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Marco Rubio

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For the boxer, see Marco Antonio Rubio.
Marco Rubio
United States Senator
from Florida
Assumed office
January 3, 2011
Serving with Bill Nelson
Preceded by George LeMieux
Speaker of the Florida House of Representatives
In office
November 21, 2006 – November 18, 2008
Preceded by Allan Bense
Succeeded by Ray Sansom
Member of the Florida House of Representatives
from the 111th district
In office
January 25, 2000 – November 18, 2008
Preceded by Carlos Valdes
Succeeded by Erik Fresen
Personal details
Born Marco Antonio Rubio
(1971-05-28) May 28, 1971 (age 44)
Miami, Florida, U.S.
Political party Republican
Spouse(s) Jeanette Dousdebes (m. 1998)
Children 4
Religion Roman Catholicism
Website Senate website
Campaign website

Marco Antonio Rubio (born May 28, 1971) is the junior United States Senator from the state of Florida, serving since January 2011, and is a candidate for United States President in the 2016 election. He previously served as Speaker of the Florida House of Representatives.

Rubio is a Cuban American native of Miami. He graduated from the University of Florida and the University of Miami School of Law. In the late 1990s, he served as a City Commissioner for West Miami and was elected to the Florida House of Representatives in 2000, representing the 111th House district. He was elected Speaker of the Florida House in September 2005, and served as Speaker for three years.

Rubio was elected to the United States Senate in 2010, and is one of three Latin Americans currently serving in the Senate.[1] On April 13, 2015, Rubio announced that he would forgo seeking reelection to the Senate to run for President in the 2016 election.

Early life, education, and entry into politics[edit]

Rubio was born in Miami, Florida,[2] the second son and third child of Mario Rubio Reina[3] and Oriales (née Garcia) Rubio. His parents were Cubans who immigrated to the United States in 1956, prior to the rise of Fidel Castro in January 1959.[4] His mother made at least four trips back after Castro’s victory, including for a month in 1961.[4] Neither of his parents was a U.S. citizen at the time of Rubio’s birth,[5] but ultimately his parents applied for U.S. citizenship and were naturalized in 1975.[4]

Rubio grew up in a family that was Roman Catholic, though from age 8 to age 11, he and his family attended The Church of Jesus Christ of Latter-day Saints while living in Las Vegas,[6] where his father worked as a bartender at Sam's Town Hotel and his mother a housekeeper at the Imperial Palace Hotel and Casino.[7] He received his first communion as a Catholic in 1984, before moving back to Miami with his family a year later. He was confirmed and married in the Catholic Church.[8][9]

Rubio attended South Miami Senior High School, graduating in 1989. He then attended Tarkio College for one year on a football scholarship from 1989 to 1990, before enrolling at Santa Fe Community College (now Santa Fe College) in Gainesville, Florida. He earned his Bachelor of Arts degree in political science from the University of Florida in 1993, and his J.D. degree cum laude from the University of Miami School of Law in 1996.[10][11] Rubio has said that his education resulted in $100,000 of student loans, which he paid off in 2012.[12]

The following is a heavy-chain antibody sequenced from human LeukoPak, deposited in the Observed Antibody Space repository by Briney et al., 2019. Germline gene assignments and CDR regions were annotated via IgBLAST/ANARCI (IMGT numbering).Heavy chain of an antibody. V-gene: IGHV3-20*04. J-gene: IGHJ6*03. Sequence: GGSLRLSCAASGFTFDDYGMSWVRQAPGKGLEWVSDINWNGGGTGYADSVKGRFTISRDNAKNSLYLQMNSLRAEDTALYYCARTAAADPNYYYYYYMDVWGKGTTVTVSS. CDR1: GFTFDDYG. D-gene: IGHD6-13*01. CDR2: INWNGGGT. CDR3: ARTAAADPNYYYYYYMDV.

While studying law, Rubio interned for U.S. Representative Ileana Ros-Lehtinen.[13] He also worked on Republican Senator Bob Dole's 1996 presidential campaign.[14][15] In April 1998, two years out of law school and 26 years old, Rubio was elected to a seat as City Commissioner for West Miami before moving on to the Florida House of Representatives in early 2000.[16][17]

In October 2011, newspapers reported that Rubio's previous statements that his parents were forced to leave Cuba in 1959, after Fidel Castro came to power, were incorrect. His parents left Cuba in 1956, during the dictatorship of Fulgencio Batista. According to The Washington Post, Rubio's "embellishments" resonated with many voters in Florida, and the newspaper claimed they would be less impressed by his family being economic migrants instead of political refugees from a communist regime.[4] Rubio responded: "The real essence of my family's story is not about the date my parents first entered the United States. Or whether they traveled back and forth between the two nations. Or even the date they left Fidel Castro's Cuba forever and permanently settled here. The essence of my family story is why they came to America in the first place, and why they had to stay."[18]

Florida House of Representatives[edit]

Elections and concurrent employment[edit]

Majority Leader Rep. Rubio, R-Miami, discussing amendment to Early Childhood Education Bill on April 28, 2004

In late 1999, a special election was called to fill the seat for the 111th House District in the Florida House of Representatives, representing Miami. The seat had been held by Representative Carlos Valdes, who had run for and won an open Florida State Senate seat.[19] It was considered a safe Republican seat, so Rubio's main challenge was to win the GOP nomination. He campaigned as a moderate, advocating tax cuts and early-childhood education.[17]

Rubio placed second in the Republican primary on December 14, 1999,[20] but won the run-off election for the Republican nomination, defeating Angel Zayon (a television and radio reporter who was popular with Cuban exiles) by just 64 votes.[17][21] He then defeated Democrat Anastasia Garcia with 72% of the vote in a January 25, 2000 special election.[22]

In November 2000, Rubio won re-election unopposed.[23] In 2002, he won re-election to a second full term unopposed.[24] In 2004, he won re-election to a third full term with 66% of the vote.[25] In 2006, he won re-election to a fourth full term unopposed.[26]